Based on this legislative history, Defendant argues that the seat belt defense was not prohibited by statute when Plaintiff brought this action on April 8, 1992. Defendant contends that the district court therefore violated Article IV, Section 34 of the New Mexico Constitution by prohibiting the introduction of seat belt evidence in this case. Plaintiff responds that the seat belt defense is substantive and "[i]t is axiomatic that substantive law (as opposed to a procedural or remedial law) is the law applicable at the time of injury."
Article IV, Section 34 of the New Mexico Constitution provides: "No act of the legislature shall affect the right or remedy of either party, or change the rules of evidence or procedure, in any pending case." Id. In order to sustain a challenge based on Article IV, Section 34, then, it is Defendant's burden to prove that application of Section 66-7-373 would affect its preexisting rights or remedies. Health Social Servs. Dep't v. Garcia, 88 N.M. 640, 642, 545 P.2d 1018, 1020 (1976) (party attacking legislation must show the invalidity thereof).
In Thomas, this Court implicitly recognized that the existing New Mexico common law did not recognize a seat belt defense. Thomas, 102 N.M. at 424, 696 P.2d at 1017. Rather, our opinion attempted to extend the common law to encompass that defense:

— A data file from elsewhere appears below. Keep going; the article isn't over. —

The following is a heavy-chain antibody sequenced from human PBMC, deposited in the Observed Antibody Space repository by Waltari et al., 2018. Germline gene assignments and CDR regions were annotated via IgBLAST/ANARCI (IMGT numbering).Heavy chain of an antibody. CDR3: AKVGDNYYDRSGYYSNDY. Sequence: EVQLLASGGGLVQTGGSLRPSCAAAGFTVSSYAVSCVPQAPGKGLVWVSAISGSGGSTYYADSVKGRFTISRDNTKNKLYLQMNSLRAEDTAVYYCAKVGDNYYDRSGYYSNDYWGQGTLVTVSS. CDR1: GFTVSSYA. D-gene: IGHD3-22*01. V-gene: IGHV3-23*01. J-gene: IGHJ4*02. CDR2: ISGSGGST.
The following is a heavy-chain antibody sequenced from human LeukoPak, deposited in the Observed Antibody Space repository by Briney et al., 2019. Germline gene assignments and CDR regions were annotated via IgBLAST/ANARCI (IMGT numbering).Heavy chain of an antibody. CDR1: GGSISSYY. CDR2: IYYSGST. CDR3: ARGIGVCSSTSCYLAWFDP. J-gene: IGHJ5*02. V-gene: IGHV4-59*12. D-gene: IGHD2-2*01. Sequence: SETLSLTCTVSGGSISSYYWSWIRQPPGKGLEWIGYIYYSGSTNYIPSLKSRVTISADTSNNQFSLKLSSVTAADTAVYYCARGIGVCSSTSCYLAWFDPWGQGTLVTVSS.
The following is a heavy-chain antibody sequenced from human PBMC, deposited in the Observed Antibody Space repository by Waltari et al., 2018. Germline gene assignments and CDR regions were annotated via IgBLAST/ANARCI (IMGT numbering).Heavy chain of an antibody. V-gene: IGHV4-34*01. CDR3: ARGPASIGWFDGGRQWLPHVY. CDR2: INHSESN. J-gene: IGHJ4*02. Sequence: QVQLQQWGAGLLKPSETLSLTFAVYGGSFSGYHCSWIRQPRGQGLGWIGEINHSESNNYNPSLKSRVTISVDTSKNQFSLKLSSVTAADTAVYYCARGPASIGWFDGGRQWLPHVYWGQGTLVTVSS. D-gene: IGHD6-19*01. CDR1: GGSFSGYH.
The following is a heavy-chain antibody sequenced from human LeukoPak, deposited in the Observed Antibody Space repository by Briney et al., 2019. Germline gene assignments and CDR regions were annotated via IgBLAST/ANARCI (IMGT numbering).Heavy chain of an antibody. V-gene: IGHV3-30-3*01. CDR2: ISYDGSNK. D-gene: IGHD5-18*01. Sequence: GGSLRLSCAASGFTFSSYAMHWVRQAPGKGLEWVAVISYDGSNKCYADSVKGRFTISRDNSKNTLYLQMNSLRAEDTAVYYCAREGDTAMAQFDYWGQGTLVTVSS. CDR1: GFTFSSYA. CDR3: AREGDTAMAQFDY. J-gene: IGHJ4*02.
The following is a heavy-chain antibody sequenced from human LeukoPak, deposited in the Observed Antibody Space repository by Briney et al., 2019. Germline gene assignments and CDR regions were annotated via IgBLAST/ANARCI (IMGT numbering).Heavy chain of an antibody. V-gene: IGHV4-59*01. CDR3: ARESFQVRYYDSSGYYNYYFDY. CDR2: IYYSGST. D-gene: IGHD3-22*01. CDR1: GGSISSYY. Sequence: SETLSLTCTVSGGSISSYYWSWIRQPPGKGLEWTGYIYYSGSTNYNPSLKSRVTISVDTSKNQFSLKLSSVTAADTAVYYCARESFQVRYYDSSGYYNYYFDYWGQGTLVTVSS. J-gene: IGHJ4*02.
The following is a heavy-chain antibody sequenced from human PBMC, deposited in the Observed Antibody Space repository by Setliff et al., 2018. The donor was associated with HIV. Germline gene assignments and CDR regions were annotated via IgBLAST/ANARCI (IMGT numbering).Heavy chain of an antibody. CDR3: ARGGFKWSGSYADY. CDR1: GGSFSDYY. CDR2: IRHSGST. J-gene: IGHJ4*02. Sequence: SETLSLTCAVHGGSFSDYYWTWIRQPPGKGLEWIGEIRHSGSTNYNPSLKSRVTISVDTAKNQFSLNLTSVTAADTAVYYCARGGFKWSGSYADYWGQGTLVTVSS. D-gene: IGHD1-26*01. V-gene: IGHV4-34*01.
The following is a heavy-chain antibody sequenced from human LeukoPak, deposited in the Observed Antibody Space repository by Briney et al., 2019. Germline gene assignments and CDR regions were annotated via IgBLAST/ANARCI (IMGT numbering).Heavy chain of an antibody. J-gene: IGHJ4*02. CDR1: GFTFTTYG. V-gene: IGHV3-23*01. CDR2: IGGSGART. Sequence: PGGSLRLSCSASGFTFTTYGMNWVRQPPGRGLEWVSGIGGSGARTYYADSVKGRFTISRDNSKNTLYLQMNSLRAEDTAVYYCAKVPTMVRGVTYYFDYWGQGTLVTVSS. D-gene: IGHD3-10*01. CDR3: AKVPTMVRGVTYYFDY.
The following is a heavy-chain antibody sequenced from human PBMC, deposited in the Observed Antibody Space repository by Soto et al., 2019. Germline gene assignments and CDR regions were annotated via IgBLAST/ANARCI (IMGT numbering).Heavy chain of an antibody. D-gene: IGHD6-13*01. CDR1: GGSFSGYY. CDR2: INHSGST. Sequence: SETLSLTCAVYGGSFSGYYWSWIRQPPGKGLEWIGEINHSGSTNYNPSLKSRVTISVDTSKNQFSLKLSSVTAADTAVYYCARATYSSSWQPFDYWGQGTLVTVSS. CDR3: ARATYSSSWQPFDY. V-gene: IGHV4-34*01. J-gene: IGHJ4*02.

In an area of the law peculiarly appropriate for judicial development, we have no hesitation in extending a common law duty when deemed needed. Tort law is such an area. Therefore, we recognize, as part of the continuing duty to exercise reasonable care for his or her own safety, an occupant of an automobile has a duty to fasten an available seat belt or similar safety restraint device unless the circumstances dictate otherwise. . . .
Further, we believe the adoption of the seat belt defense as part of the apportionment of damages fits within the developing law of comparative fault as contemplated in Scott v. Rizzo[, 96 N.M. 682, 634 P.2d 1234 (1981)].
Thomas, 102 N.M. at 424, 696 P.2d at 1017.
As noted above, however, the Supreme Court promptly rejected this Court's attempt to expand the common law to embrace the seat belt defense and held that the admission of seat belt evidence would have to await legislative authorization. Thomas, 102 N.M. at 327, 695 P.2d at 477. No such authorization has been forthcoming from the New Mexico Legislature. Thus, Defendant misses the mark in arguing that the 1991 amendment of Section 66-7-373 to delete the prohibition against evidence of seat belt non-use somehow restored a preexisting common law seat belt defense. Because Defendant did not possess the right to limit Plaintiff's recovery for seat belt non-use at common law, Section 66-7-373 does not limit Defendant's rights or remedies.